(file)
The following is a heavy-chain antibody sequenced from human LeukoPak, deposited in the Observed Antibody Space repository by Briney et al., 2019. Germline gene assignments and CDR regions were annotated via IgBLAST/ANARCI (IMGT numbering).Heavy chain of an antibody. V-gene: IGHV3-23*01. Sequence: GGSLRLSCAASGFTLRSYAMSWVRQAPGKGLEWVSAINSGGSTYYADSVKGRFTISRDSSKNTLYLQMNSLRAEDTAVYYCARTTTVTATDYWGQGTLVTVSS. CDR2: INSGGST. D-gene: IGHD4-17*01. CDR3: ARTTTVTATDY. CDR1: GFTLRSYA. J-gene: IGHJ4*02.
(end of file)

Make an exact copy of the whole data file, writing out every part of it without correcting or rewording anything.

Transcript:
The following is a heavy-chain antibody sequenced from human LeukoPak, deposited in the Observed Antibody Space repository by Briney et al., 2019. Germline gene assignments and CDR regions were annotated via IgBLAST/ANARCI (IMGT numbering).Heavy chain of an antibody. V-gene: IGHV3-23*01. Sequence: GGSLRLSCAASGFTLRSYAMSWVRQAPGKGLEWVSAINSGGSTYYADSVKGRFTISRDSSKNTLYLQMNSLRAEDTAVYYCARTTTVTATDYWGQGTLVTVSS. CDR2: INSGGST. D-gene: IGHD4-17*01. CDR3: ARTTTVTATDY. CDR1: GFTLRSYA. J-gene: IGHJ4*02.